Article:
## Differentiation Problem

I’m having some difficulty with this question:

(b) A particle starts with a speed of 20 m/s and moves in a straight line. The particle is subjected to a resistance which produces a retardation which is initially 8 m/s^2 and which increases uniformly with the distance moved, having a value of 9 m/s^2 when the particle has moved a distance of 5 m.
If v m/s is the speed of the particle when it has moved a distance x m:

(i) prove that, while the particle is in motion,

v dv/dx = - ( 8 + x/5 )

(ii) Calculate the distance moved by the particle in coming to rest

I can’t seem to get out part (i), which is probably key to solving part (ii). I’m having problems with the force equation, more specifically with the resistance increasing with time/distance.

Thanks in advance for any help.
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 Recognitions: Gold Member Science Advisor express v in terms of x. edited: sorry that's a rather silly way to go about it. What does d2v/dx2 equal? so what does dv/dx equal?
 The way that I usually do it is to get a force equation for the question first... then work out dv/dx etc. Any help with actually getting a force equation?

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## Differentiation Problem

I'll give you a start: d2v/dx2 is going to be linear (the question tells you this), therefore d2v/dx2 = k (k = a constant), what is k?

 Quote by jcsd I'll give you a start: d2v/dx2 is going to be linear (the question tells you this), therefore d2v/dx2 = k (k = a constant), what is k?
I’m still not getting it out… am I supposed to be using equations of motion to get a, which is equal to v(dv/dx) and (d^2x)/(dx^2)? I’ve been trying to do it that way, but I’m still getting nowhere. I still can't figure out where the 8m/s^2 and 9m/s^2 retardations come in. I’d be grateful for a little more help.
 Recognitions: Gold Member Homework Help Science Advisor Hint: The acceleration of an object is given by $$\frac{dv}{dt}$$. Assuming that the velocity may be written as a function of the position x(t), we have, by the chain rule: $$\frac{dv}{dt}=\frac{dv}{dx}\frac{dx}{dt}=v\frac{dv}{dx}$$, since by definition of velocity, we have $$v=\frac{dx}{dt}$$
 Recognitions: Gold Member Science Advisor Okay, a = dv/dx, As I siad before we know d2v/dx2 = a constant as the question tells us this:, therefore from the question we can work out that: d2v/dx2 = [(-9) - (-8)]/5 = -1/5 So now integrate to find dv/dx

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Homework Help
 Quote by jcsd Okay, a = dv/dx, As I siad before we know d2v/dx2 = a constant as the question tells us this:, therefore from the question we can work out that: d2v/dx2 = [(-9) - (-8)]/5 = -1/5 So now integrate to find dv/dx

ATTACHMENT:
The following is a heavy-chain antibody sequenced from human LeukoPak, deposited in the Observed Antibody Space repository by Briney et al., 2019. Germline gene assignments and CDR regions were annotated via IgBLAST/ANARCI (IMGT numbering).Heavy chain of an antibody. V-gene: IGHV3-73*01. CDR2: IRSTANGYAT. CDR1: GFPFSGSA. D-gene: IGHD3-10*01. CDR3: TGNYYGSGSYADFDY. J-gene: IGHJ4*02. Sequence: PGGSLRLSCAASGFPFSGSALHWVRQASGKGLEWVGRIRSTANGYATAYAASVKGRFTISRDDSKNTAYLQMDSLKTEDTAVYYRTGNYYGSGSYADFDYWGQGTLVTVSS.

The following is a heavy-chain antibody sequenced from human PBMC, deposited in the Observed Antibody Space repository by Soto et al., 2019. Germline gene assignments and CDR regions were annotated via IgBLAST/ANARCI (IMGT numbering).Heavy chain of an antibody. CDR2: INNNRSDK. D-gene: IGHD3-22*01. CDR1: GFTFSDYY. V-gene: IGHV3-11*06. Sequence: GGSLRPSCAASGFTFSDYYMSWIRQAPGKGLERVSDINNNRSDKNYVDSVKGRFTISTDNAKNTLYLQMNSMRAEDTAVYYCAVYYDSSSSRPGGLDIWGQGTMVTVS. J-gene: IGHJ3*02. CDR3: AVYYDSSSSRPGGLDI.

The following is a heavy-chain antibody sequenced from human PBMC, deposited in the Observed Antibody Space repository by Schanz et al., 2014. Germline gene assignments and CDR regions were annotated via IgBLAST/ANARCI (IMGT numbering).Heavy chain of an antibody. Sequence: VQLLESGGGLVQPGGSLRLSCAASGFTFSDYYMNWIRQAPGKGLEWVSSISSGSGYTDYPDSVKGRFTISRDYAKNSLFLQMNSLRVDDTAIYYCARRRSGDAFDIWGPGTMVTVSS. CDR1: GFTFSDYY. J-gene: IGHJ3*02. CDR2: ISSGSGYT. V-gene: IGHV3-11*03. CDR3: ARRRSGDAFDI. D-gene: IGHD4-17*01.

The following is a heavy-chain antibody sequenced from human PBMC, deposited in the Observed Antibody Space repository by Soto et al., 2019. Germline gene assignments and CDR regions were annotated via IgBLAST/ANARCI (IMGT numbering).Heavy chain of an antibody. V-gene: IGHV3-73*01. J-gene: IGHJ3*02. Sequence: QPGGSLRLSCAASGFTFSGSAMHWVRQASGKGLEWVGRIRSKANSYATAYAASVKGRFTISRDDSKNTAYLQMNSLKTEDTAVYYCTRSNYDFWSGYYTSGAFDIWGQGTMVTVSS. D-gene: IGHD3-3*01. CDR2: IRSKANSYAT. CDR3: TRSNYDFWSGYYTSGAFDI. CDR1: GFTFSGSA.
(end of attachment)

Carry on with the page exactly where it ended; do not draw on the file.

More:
$$a\neq\frac{dv}{dx}$$, since the dimensions are unequal.
Rather, we have:
$$v(x(t))=\frac{dx}{dt}\rightarrow{a}=\frac{dv}{dt}=\frac{dv}{dx}\frac{dx }{dt}=v\frac{dv}{dx}$$
 Recognitions: Gold Member Science Advisor D'oh, yes your're right of course acceltrtion doesn't equal dv/dx
 Ok, so now I'm just as lost. a = v(dv/dx), right? But I still dont know what I should be doing next...
 Recognitions: Gold Member Homework Help Science Advisor Well, we're halfway, so you'r just halfway as lost. By Newton's 2. law, you have: $$a=\frac{F}{m}$$ Now, you have been given that the resistance(force) induces a retardation of absolute value (8+x/5) (right?), so by assuming v is in the positive direction, the induced acceleration (F/m) must be -(8+x/5)

 Now, you have been given that the resistance(force) induces a retardation of absolute value (8+x/5) (right?), so by assuming v is in the positive direction, the induced acceleration (F/m) must be -(8+x/5)
Yes, I know how to apply the force equation (F=Ma, etc), but what I dont understand is where the (8 + x/5) part comes from - I don't know how to firgure out that. That's my original question, and I still don't know how to do it.
 Recognitions: Gold Member Homework Help Science Advisor Initially (that is, when you have moved zero distance!), the resistance force induces an acceleration of -8 m/s^(2) (that is, a retardation by assuming v positive) This is given in the exercise. You are then informed that the resistance increases in a uniform manner with the distance travelled so far. Now uniform manner means that the resistance must increase in a linear relation with x (the distance travelled). Hence, the induced acceleration must be on the form: -(8+sx), where s is a constant. You are then informed that when you have traveled 5 meters (x=5), the induced acceleration is -9m/s^(2). Hence, you may conclude that s=1/5

 Quote by arildno Initially (that is, when you have moved zero distance!), the resistance force induces an acceleration of -8 m/s^(2) (that is, a retardation by assuming v positive) This is given in the exercise. You are then informed that the resistance increases in a uniform manner with the distance travelled so far. Now uniform manner means that the resistance must increase in a linear relation with x (the distance travelled). Hence, the induced acceleration must be on the form: -(8+sx), where s is a constant. You are then informed that when you have traveled 5 meters (x=5), the induced acceleration is -9m/s^(2). Hence, you may conclude that s=1/5
Thanks, that's really all I wanted to know.
 Recognitions: Gold Member Homework Help Science Advisor Well, I had to take my time, you know..

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